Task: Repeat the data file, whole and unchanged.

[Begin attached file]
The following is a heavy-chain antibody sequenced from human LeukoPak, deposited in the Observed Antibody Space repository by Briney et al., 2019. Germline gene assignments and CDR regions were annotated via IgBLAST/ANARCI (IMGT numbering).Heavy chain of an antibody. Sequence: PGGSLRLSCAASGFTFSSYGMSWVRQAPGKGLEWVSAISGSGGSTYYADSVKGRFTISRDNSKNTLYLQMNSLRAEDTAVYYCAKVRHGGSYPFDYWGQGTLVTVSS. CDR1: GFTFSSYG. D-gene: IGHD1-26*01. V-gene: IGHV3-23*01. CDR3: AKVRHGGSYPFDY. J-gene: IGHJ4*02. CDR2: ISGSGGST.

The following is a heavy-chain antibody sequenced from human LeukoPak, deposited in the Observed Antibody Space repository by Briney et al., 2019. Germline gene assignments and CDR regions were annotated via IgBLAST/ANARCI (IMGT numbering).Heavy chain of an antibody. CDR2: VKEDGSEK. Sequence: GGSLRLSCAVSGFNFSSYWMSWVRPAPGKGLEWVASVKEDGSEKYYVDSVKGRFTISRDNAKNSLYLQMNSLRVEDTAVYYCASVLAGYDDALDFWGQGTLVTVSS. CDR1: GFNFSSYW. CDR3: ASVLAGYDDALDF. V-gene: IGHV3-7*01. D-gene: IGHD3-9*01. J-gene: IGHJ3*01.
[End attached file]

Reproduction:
The following is a heavy-chain antibody sequenced from human LeukoPak, deposited in the Observed Antibody Space repository by Briney et al., 2019. Germline gene assignments and CDR regions were annotated via IgBLAST/ANARCI (IMGT numbering).Heavy chain of an antibody. Sequence: PGGSLRLSCAASGFTFSSYGMSWVRQAPGKGLEWVSAISGSGGSTYYADSVKGRFTISRDNSKNTLYLQMNSLRAEDTAVYYCAKVRHGGSYPFDYWGQGTLVTVSS. CDR1: GFTFSSYG. D-gene: IGHD1-26*01. V-gene: IGHV3-23*01. CDR3: AKVRHGGSYPFDY. J-gene: IGHJ4*02. CDR2: ISGSGGST.

The following is a heavy-chain antibody sequenced from human LeukoPak, deposited in the Observed Antibody Space repository by Briney et al., 2019. Germline gene assignments and CDR regions were annotated via IgBLAST/ANARCI (IMGT numbering).Heavy chain of an antibody. CDR2: VKEDGSEK. Sequence: GGSLRLSCAVSGFNFSSYWMSWVRPAPGKGLEWVASVKEDGSEKYYVDSVKGRFTISRDNAKNSLYLQMNSLRVEDTAVYYCASVLAGYDDALDFWGQGTLVTVSS. CDR1: GFNFSSYW. CDR3: ASVLAGYDDALDF. V-gene: IGHV3-7*01. D-gene: IGHD3-9*01. J-gene: IGHJ3*01.